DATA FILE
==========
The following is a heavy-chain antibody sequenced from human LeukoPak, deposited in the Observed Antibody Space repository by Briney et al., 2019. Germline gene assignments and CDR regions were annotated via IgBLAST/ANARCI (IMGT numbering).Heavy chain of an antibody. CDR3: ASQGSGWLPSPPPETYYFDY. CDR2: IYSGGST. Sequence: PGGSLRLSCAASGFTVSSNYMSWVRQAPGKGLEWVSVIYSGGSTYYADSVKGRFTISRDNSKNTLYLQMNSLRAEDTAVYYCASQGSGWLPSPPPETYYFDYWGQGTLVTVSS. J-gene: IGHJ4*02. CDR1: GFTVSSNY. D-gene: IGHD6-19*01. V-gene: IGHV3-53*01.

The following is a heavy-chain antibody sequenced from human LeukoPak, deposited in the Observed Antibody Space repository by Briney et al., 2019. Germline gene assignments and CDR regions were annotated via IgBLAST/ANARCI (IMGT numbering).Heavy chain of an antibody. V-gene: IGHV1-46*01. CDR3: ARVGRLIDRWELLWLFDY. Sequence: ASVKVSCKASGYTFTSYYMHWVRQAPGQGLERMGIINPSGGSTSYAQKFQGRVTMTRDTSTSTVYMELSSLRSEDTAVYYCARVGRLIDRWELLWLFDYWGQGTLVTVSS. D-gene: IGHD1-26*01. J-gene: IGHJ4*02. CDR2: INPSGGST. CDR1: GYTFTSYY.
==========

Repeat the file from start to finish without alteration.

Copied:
The following is a heavy-chain antibody sequenced from human LeukoPak, deposited in the Observed Antibody Space repository by Briney et al., 2019. Germline gene assignments and CDR regions were annotated via IgBLAST/ANARCI (IMGT numbering).Heavy chain of an antibody. CDR3: ASQGSGWLPSPPPETYYFDY. CDR2: IYSGGST. Sequence: PGGSLRLSCAASGFTVSSNYMSWVRQAPGKGLEWVSVIYSGGSTYYADSVKGRFTISRDNSKNTLYLQMNSLRAEDTAVYYCASQGSGWLPSPPPETYYFDYWGQGTLVTVSS. J-gene: IGHJ4*02. CDR1: GFTVSSNY. D-gene: IGHD6-19*01. V-gene: IGHV3-53*01.

The following is a heavy-chain antibody sequenced from human LeukoPak, deposited in the Observed Antibody Space repository by Briney et al., 2019. Germline gene assignments and CDR regions were annotated via IgBLAST/ANARCI (IMGT numbering).Heavy chain of an antibody. V-gene: IGHV1-46*01. CDR3: ARVGRLIDRWELLWLFDY. Sequence: ASVKVSCKASGYTFTSYYMHWVRQAPGQGLERMGIINPSGGSTSYAQKFQGRVTMTRDTSTSTVYMELSSLRSEDTAVYYCARVGRLIDRWELLWLFDYWGQGTLVTVSS. D-gene: IGHD1-26*01. J-gene: IGHJ4*02. CDR2: INPSGGST. CDR1: GYTFTSYY.